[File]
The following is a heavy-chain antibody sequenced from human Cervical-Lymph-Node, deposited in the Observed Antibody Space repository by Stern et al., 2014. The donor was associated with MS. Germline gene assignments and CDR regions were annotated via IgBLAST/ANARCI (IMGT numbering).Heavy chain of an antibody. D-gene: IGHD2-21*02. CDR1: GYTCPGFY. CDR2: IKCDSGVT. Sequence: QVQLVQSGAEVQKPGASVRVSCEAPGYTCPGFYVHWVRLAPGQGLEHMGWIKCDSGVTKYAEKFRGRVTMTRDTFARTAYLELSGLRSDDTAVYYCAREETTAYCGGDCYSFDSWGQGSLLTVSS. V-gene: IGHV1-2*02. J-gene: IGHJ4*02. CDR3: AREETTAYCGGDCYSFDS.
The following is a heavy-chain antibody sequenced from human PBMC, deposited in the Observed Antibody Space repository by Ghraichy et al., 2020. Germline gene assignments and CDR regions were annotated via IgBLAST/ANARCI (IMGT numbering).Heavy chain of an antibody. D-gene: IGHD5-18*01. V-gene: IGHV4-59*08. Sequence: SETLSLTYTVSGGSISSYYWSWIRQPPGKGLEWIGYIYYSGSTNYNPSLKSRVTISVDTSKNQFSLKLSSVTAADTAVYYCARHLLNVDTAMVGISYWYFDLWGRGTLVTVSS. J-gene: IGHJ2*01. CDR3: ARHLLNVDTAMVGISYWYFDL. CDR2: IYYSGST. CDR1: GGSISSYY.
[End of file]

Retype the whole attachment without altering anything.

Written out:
The following is a heavy-chain antibody sequenced from human Cervical-Lymph-Node, deposited in the Observed Antibody Space repository by Stern et al., 2014. The donor was associated with MS. Germline gene assignments and CDR regions were annotated via IgBLAST/ANARCI (IMGT numbering).Heavy chain of an antibody. D-gene: IGHD2-21*02. CDR1: GYTCPGFY. CDR2: IKCDSGVT. Sequence: QVQLVQSGAEVQKPGASVRVSCEAPGYTCPGFYVHWVRLAPGQGLEHMGWIKCDSGVTKYAEKFRGRVTMTRDTFARTAYLELSGLRSDDTAVYYCAREETTAYCGGDCYSFDSWGQGSLLTVSS. V-gene: IGHV1-2*02. J-gene: IGHJ4*02. CDR3: AREETTAYCGGDCYSFDS.
The following is a heavy-chain antibody sequenced from human PBMC, deposited in the Observed Antibody Space repository by Ghraichy et al., 2020. Germline gene assignments and CDR regions were annotated via IgBLAST/ANARCI (IMGT numbering).Heavy chain of an antibody. D-gene: IGHD5-18*01. V-gene: IGHV4-59*08. Sequence: SETLSLTYTVSGGSISSYYWSWIRQPPGKGLEWIGYIYYSGSTNYNPSLKSRVTISVDTSKNQFSLKLSSVTAADTAVYYCARHLLNVDTAMVGISYWYFDLWGRGTLVTVSS. J-gene: IGHJ2*01. CDR3: ARHLLNVDTAMVGISYWYFDL. CDR2: IYYSGST. CDR1: GGSISSYY.